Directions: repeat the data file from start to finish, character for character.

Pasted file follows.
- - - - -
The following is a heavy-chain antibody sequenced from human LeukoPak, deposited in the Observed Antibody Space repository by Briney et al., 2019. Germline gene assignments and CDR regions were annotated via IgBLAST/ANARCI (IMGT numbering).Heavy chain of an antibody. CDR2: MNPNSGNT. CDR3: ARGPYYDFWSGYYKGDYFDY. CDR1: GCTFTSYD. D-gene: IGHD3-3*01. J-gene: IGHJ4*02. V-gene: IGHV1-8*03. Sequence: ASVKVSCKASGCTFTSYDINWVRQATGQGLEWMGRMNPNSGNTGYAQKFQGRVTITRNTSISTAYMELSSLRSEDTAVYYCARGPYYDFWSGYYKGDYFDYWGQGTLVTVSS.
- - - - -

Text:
The following is a heavy-chain antibody sequenced from human LeukoPak, deposited in the Observed Antibody Space repository by Briney et al., 2019. Germline gene assignments and CDR regions were annotated via IgBLAST/ANARCI (IMGT numbering).Heavy chain of an antibody. CDR2: MNPNSGNT. CDR3: ARGPYYDFWSGYYKGDYFDY. CDR1: GCTFTSYD. D-gene: IGHD3-3*01. J-gene: IGHJ4*02. V-gene: IGHV1-8*03. Sequence: ASVKVSCKASGCTFTSYDINWVRQATGQGLEWMGRMNPNSGNTGYAQKFQGRVTITRNTSISTAYMELSSLRSEDTAVYYCARGPYYDFWSGYYKGDYFDYWGQGTLVTVSS.